Bandcamp And Record Labels Are Fighting Trump’s Immigration Ban By Donating Their Profits To The ACLU

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One of the very few bright spots in the first month of the Donald Trump administration has been the awakening and action of American progressives. Millions of citizens have finally found the line that needs to be crossed before they will step out into the streets, and countless organizations have thrown their support behind causes they believe are important to the future of the country. One example is standing against the immigration ban that Trump introduced last week.

The latest company to step up for the cause is Bandcamp, which made the huge step of donating their share of every sale on the site on January 31 to the American Civil Liberties Union. Bandcamp Founder Ethan Diamond explained in a blog post that he was inspired to start the fundraising drive in response to the Trump Administration’s immigration ban.

“Like 98% of U.S. citizens (including the President), I am the descendant of immigrants — my great-grandparents came to America from Russia and Lithuania as teenagers and worked in sweatshops until they were able to afford to bring the rest of their families over,” he wrote. “Most everyone you speak to in this country has a similar story to tell, because we are, in fact, a nation of immigrants, bound together by a shared belief in justice, equality, and the freedom to pursue a better life. In this context, last week’s Executive Order barring immigrants and refugees from seven Middle Eastern countries from entering the United States is not simply immoral, it violates the very spirit and foundation of America.”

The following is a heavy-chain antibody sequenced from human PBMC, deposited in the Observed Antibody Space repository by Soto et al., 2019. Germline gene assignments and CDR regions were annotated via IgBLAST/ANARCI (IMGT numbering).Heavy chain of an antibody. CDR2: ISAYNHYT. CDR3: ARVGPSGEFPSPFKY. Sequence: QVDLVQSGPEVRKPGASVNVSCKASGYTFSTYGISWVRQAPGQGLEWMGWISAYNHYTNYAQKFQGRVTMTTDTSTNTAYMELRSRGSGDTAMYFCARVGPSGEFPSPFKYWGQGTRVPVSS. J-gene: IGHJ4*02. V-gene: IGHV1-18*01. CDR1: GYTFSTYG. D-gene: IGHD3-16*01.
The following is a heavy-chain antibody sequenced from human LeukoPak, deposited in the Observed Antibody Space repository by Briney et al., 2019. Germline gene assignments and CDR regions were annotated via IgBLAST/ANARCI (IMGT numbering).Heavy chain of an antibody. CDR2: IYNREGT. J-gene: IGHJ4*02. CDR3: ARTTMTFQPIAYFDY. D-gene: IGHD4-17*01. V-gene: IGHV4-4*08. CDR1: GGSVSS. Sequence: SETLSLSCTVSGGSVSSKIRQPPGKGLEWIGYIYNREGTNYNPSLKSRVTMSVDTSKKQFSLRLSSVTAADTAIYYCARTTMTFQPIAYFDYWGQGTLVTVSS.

Since the company’s announcement over 400 artists and a slew of labels have joined the company in donating proceeds to the ACLU or other similar charities. In a post directing users to the websites of labels and artists who pledged, Bandcamp revealed that electronic experimentalists Xiu Xiu planned to donate 100% of their Bandcamp proceeds to the ACLU for the next four years.

The drive is part of a rash of giving in response to President Trump’s first weeks in office. The New York Times reported that the ACLU has raised $24 million between the immigration executive order being signed and January 30, which notably does not include Bandcamp’s fundraiser.



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